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A daimen-icker in a thrave
'S a sma' request : I'll get a blessin' wi’ the lave,
And never miss't!
Thy wee bit housie, too, in ruin !
O’ foggage green !
Baith snell an' keen !
Thou saw the fields laid bare and waste
Thou thought to dwell,
Out thro’ thy cell.
That wee bit heap of leaves an' stibble
But house or hald,
An' cranreuch cauld !
But, Mousie, thou art no thy lane
Gang aft a-gley,
For promised joy.
Still thou art blest, compared wi' me !
On prospects drear !
A bee-hive's hum shall soothe my ear ;
With many a fall shall linger near.
Shall twitter from her clay-built nest ;
And share my meal, a welcome guest.
Each fragrant flower that drinks the dew ; 10
In russet gown and apron blue.
Where first our marriage-vows were given,
Like thy own brawling springs,
Thy springs, and dying gales ; O Nymph reserved, while now the bright-hair'd
Sits in yon western tent, whose cloudy skirts
With brede ethereal wove
O’erhang his wavy bed ; Now air is hush'd, save where the weak-ey'd bat With short shrill shriek flits by on leathern wing, Or where the beetle winds
11 His small but sullen horn,
As oft he rises 'midst the twilight path,
Now teach me, maid composed,
To breathe some soften'd strain, Whose numbers, stealing through thy dark’ning vale, May not unseemly with its stillness suit ;
As musing slow I hail
Thy genial loved return.
The fragrant Hours, and Elves
Who slept in buds the day, And many a Nymph who wreathes her brows with
sedge And sheds the freshening dew, and lovelier still
The pensive Pleasures sweet,
Prepare thy shadowy car. Then let me rove some wild and heathy scene ; Or find some ruin midst its dreary dells,
Whose walls more awful nod
By thy religious gleams.
That, from the mountain's side,
Views wilds and swelling floods, And hamlets brown, and dim-discover'd spires ; And hears their simple bell ; and marks o'er all
Thy dewy fingers draw
The gradual dusky veil. While Spring shall pour his showers, as oft he wont, And bathe thy breathing tresses, meekest Eve ?
While Summer loves to sport
Beneath thy lingering light ;
Affrights thy shrinking train
So long, regardful of thy quiet rule,
Thy gentlest influence own,
ELEGY WRITTEN IN A COUNTRY CHURCH-YARD The curfew tolls the knell of parting day,
The lowing herd wind slowly o'er the lea, The ploughman homeward plods his weary way,
And leaves the world to darkness, and to me. Now fades the glimmering landscape on the sight, 5
And all the air a solemn stillness holds, Save where the beetle wheels his droning flight,
And drowsy tinklings lull the distant folds : Save that from yonder ivy-mantled tower
The moping owl does to the moon complain 10 Of such as, wandering near her secret bower,
Molest her ancient solitary reign. Beneath those rugged elms, that yew-tree's shade,
Where heaves the turf in many a mouldering heap, Each in his narrow cell for ever laid,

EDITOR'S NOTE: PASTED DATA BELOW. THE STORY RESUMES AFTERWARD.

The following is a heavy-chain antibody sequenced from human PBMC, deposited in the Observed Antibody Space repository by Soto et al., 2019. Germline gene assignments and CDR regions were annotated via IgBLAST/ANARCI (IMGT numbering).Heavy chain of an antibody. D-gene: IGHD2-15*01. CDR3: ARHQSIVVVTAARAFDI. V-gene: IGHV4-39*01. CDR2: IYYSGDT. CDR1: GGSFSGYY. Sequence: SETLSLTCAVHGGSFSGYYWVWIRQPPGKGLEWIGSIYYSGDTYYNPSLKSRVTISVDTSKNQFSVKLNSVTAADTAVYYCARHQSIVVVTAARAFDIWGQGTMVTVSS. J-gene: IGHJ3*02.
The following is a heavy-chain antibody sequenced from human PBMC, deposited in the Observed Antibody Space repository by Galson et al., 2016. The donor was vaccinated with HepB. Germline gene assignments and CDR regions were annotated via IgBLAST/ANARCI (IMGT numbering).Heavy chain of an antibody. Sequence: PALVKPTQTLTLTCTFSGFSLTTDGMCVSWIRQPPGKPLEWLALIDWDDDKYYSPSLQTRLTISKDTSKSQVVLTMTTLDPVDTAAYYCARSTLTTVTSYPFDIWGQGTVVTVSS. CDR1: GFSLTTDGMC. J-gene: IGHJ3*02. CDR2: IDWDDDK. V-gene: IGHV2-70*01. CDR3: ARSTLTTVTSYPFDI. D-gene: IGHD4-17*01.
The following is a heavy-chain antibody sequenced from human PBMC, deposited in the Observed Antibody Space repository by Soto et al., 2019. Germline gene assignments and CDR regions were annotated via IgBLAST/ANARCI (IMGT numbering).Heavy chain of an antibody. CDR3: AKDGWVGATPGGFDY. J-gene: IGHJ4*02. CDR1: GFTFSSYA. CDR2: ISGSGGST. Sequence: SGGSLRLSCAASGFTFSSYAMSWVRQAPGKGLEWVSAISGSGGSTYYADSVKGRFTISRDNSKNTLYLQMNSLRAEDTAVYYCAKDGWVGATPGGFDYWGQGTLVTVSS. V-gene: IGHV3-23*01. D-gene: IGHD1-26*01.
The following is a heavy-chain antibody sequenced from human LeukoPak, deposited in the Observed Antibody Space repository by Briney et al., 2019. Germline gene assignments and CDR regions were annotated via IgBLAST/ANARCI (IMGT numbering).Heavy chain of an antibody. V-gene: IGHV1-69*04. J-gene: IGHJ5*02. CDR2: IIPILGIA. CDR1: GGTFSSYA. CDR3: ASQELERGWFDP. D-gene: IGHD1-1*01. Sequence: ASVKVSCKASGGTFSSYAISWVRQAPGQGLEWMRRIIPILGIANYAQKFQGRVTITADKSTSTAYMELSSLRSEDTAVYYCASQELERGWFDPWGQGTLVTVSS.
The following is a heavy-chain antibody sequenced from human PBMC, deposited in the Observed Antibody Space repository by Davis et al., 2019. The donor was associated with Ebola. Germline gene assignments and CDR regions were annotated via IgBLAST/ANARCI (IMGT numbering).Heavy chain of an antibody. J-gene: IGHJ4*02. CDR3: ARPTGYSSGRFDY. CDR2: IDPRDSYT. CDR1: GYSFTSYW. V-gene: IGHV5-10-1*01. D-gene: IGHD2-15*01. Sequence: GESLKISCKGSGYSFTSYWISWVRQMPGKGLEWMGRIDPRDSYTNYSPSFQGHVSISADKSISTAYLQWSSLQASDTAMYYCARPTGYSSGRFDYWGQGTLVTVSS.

The rude Forefathers of the hamlet sleep. The breezy call of incense-breathing morn,
The swallow twittering from the straw-built shed, The cock's shrill clarion, or the echoing horn,
No more shall rouse them from their lowly bed. For them no more the blazing hearth shall burn,
Or busy housewife ply her evening care : No children run to lisp their sire's return,
Or climb his knees the envied kiss to share. Oft did the harvest to their sickle yield,
Their furrow oft the stubborn glebe has broke ; How jocund did they drive their team afield !
How bow'd the woods beneath their sturdy stroke!
Let not Ambition mock their useful toil,
Their homely joys, and destiny obscure; Nor Grandeur hear with a disdainful smile
The short and simple annals of the Poor. The boast of heraldry, the pomp of power,
And all that beauty, all that wealth e'er gave, Awaits alike th' inevitable hour :
35 The paths of glory lead but to the grave. Nor you, ye Proud, impute to these the fault
If Memory o'er their tomb no trophies raise, Where through the long-drawn aisle and fretted
vault The pealing anthem swells the note of praise. Can storied urn or animated bust
41 Back to its mansion call the fleeting breath ? Can Honour's voice provoke the silent dust,
Or Flattery soothe the dull cold ear of Death ? Perhaps in this neglected spot is laid
Some heart once pregnant with celestial fire ; Hands, that the rod of empire might have sway'd,
Or waked to ecstasy the living lyre :
Rich with the spoils of time, did ne'er unroll ; Chill Penury repress'd their noble rage,
And froze the genial current of the soul. Full many a gem of purest ray serene
The dark unfathom'd caves of ocean bear : Full many a flower is born to blush unseen,
And waste its sweetness on the desert air. Some village-Hampden, that with dauntless breast
The little tyrant of his fields withstood, Some mute inglorious Milton here may rest,
Some Cromwell, guiltless of his country's blood. Th' applause of list’ning senates to command,
The threats of pain and ruin to despise, To scatter plenty o'er a smiling land,
And read their history in a nation's eyes